With the emergence of cryptocurrency, many questions have arisen, including the impact of cryptocurrency on everyday life and the economy. However, whether someone has a small amount of Bitcoin or millions in cryptocurrency assets, many individuals do not consider how cryptocurrency assets should be incorporated into an estate plan. Incorporating cryptocurrency into an estate plan allows assets to be protected and ensures these digital goods are passed along after a person has died. Below are common questions and explanations about cryptocurrency and its role in the estate planning process.
What is Cryptocurrency?
Although the word “cryptocurrency” is used often, not many people know what cryptocurrency actually is. Cryptocurrency is a digital currency based on a network distributed across computers, and it is nearly impossible to counterfeit. Cryptocurrencies are decentralized, meaning they operate outside the control of governments. Bitcoin is the most well-known of the cryptocurrencies. Cryptocurrency is accessed through a private key, which is usually a password that only the owner of the cryptocurrency knows. Without knowing the private key, an individual cannot access, buy, or sell the money. Alternatively, some brokerage houses allow investors to purchase cryptocurrency through their existing accounts.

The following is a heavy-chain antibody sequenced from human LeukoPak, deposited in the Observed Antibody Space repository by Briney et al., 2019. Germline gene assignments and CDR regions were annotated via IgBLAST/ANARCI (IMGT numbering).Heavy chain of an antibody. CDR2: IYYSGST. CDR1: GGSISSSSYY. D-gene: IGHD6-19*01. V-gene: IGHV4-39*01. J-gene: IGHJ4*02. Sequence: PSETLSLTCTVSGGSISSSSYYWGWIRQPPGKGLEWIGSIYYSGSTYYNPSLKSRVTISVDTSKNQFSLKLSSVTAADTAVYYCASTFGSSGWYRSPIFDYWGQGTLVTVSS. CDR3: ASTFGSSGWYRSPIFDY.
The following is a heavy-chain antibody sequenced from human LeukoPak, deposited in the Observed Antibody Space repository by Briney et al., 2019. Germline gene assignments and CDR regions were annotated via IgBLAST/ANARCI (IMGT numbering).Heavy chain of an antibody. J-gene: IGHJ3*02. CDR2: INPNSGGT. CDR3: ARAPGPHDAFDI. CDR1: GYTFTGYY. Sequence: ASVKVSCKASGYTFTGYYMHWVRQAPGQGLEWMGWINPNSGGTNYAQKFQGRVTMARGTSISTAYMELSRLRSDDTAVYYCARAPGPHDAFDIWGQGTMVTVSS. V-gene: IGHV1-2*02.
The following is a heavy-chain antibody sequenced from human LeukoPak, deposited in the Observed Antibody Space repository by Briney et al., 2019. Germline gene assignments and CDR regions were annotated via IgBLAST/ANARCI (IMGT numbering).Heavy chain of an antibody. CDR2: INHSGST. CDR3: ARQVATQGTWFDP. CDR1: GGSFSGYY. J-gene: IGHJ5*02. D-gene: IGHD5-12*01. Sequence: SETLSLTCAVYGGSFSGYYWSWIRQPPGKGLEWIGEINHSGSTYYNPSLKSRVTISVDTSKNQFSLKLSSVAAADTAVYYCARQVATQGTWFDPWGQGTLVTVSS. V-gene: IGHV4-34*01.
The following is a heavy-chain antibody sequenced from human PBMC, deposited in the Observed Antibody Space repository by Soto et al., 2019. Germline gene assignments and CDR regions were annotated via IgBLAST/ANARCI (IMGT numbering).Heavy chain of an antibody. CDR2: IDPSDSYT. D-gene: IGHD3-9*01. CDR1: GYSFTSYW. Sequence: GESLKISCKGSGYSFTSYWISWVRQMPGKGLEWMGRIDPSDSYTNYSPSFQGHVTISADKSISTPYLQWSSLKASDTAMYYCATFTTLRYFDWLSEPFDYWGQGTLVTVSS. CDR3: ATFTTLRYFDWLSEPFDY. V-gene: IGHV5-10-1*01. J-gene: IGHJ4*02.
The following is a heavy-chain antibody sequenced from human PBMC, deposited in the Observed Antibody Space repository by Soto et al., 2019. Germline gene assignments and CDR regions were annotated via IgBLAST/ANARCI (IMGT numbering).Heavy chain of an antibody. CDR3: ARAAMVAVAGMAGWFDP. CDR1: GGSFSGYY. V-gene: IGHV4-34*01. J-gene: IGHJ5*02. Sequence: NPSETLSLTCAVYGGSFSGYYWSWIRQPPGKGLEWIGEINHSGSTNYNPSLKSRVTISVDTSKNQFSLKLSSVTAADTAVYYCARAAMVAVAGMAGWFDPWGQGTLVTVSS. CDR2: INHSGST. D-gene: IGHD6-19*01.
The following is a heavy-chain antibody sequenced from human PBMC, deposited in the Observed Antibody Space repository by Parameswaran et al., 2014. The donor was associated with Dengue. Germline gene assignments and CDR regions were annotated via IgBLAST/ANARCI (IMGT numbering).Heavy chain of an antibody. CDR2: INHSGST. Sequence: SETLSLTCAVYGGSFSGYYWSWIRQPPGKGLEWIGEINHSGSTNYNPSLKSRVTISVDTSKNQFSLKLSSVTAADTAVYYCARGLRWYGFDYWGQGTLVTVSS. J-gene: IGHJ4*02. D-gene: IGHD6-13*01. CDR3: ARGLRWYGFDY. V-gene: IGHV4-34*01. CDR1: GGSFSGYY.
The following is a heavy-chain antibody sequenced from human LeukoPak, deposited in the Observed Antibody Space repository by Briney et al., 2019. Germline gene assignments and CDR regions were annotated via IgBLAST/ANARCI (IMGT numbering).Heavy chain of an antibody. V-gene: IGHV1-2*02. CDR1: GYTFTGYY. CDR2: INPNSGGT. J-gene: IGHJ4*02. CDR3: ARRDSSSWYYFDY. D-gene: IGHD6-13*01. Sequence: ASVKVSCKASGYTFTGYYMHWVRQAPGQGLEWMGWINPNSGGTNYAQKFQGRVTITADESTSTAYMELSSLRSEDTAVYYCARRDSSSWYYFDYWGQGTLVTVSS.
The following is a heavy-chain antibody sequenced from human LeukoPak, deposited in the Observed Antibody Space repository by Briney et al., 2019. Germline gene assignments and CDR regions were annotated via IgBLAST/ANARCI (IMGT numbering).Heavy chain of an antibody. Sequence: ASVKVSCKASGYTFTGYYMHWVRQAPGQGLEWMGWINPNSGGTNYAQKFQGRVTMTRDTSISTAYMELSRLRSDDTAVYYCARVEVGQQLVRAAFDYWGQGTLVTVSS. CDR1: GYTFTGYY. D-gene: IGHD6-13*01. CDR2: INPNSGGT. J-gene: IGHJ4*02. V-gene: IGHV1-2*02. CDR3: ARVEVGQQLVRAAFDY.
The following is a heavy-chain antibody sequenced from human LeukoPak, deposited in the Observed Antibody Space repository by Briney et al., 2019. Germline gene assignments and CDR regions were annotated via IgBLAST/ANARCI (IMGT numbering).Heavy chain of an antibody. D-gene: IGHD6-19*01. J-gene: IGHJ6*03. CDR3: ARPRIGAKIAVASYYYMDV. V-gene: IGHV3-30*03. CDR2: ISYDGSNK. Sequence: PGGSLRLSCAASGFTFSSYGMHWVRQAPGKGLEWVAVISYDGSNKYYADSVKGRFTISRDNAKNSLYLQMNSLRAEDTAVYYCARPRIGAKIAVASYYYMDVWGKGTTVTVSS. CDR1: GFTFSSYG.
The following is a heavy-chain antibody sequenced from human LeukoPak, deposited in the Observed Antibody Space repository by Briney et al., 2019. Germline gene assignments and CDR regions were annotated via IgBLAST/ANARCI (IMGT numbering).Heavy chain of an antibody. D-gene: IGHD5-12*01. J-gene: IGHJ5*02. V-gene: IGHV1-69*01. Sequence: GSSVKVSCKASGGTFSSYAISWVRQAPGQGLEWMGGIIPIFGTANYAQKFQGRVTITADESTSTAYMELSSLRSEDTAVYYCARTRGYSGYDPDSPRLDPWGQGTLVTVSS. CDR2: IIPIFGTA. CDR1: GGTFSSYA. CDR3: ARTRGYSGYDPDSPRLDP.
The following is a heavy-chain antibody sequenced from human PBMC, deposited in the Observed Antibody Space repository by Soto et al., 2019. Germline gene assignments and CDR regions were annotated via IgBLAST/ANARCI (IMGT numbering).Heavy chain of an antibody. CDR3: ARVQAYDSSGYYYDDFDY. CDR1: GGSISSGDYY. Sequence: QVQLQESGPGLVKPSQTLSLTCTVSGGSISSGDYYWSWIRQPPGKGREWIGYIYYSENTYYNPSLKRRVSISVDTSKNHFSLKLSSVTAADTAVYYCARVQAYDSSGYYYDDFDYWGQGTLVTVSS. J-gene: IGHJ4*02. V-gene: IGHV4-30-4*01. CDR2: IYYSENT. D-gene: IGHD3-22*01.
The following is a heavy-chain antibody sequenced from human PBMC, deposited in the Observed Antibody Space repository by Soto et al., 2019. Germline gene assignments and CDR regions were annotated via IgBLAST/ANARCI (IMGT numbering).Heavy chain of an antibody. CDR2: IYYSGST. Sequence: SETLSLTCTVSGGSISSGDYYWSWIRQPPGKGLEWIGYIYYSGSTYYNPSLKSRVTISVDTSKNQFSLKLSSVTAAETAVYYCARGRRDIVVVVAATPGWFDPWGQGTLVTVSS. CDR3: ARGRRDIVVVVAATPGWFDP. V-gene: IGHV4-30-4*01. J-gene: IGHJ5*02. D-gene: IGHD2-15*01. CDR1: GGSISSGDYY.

How Can I Incorporate Cryptocurrency into My Estate Plan?
Because cryptocurrency is digital, it is essential for individuals to include instructions in their estate plan on how to access these assets. Otherwise, if the person dies, the funds may be lost forever—or it may take years to regain access. Estate planning attorneys recommend including a list of all cryptocurrency assets an individual has, along with detailed information about the cryptocurrency’s private key and login information. This will allow beneficiaries to access digital assets and ensure they are not lost forever.